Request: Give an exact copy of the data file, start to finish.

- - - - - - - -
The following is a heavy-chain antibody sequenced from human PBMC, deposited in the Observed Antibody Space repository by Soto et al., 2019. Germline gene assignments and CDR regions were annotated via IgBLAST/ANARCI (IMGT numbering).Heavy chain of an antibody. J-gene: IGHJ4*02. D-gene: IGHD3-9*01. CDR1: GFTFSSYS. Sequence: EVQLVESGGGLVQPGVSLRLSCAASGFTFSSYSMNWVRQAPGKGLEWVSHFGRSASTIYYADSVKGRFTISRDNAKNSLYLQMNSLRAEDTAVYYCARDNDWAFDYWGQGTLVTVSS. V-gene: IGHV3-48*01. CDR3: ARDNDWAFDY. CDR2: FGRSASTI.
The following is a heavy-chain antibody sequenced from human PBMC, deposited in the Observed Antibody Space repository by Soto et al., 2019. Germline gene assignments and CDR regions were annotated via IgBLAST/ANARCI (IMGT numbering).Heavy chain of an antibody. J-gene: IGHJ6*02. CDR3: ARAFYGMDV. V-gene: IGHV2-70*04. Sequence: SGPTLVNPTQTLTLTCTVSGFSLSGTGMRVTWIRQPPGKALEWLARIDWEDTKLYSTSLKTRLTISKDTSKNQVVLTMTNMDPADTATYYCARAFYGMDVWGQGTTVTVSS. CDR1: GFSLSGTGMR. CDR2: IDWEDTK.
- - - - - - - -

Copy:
The following is a heavy-chain antibody sequenced from human PBMC, deposited in the Observed Antibody Space repository by Soto et al., 2019. Germline gene assignments and CDR regions were annotated via IgBLAST/ANARCI (IMGT numbering).Heavy chain of an antibody. J-gene: IGHJ4*02. D-gene: IGHD3-9*01. CDR1: GFTFSSYS. Sequence: EVQLVESGGGLVQPGVSLRLSCAASGFTFSSYSMNWVRQAPGKGLEWVSHFGRSASTIYYADSVKGRFTISRDNAKNSLYLQMNSLRAEDTAVYYCARDNDWAFDYWGQGTLVTVSS. V-gene: IGHV3-48*01. CDR3: ARDNDWAFDY. CDR2: FGRSASTI.
The following is a heavy-chain antibody sequenced from human PBMC, deposited in the Observed Antibody Space repository by Soto et al., 2019. Germline gene assignments and CDR regions were annotated via IgBLAST/ANARCI (IMGT numbering).Heavy chain of an antibody. J-gene: IGHJ6*02. CDR3: ARAFYGMDV. V-gene: IGHV2-70*04. Sequence: SGPTLVNPTQTLTLTCTVSGFSLSGTGMRVTWIRQPPGKALEWLARIDWEDTKLYSTSLKTRLTISKDTSKNQVVLTMTNMDPADTATYYCARAFYGMDVWGQGTTVTVSS. CDR1: GFSLSGTGMR. CDR2: IDWEDTK.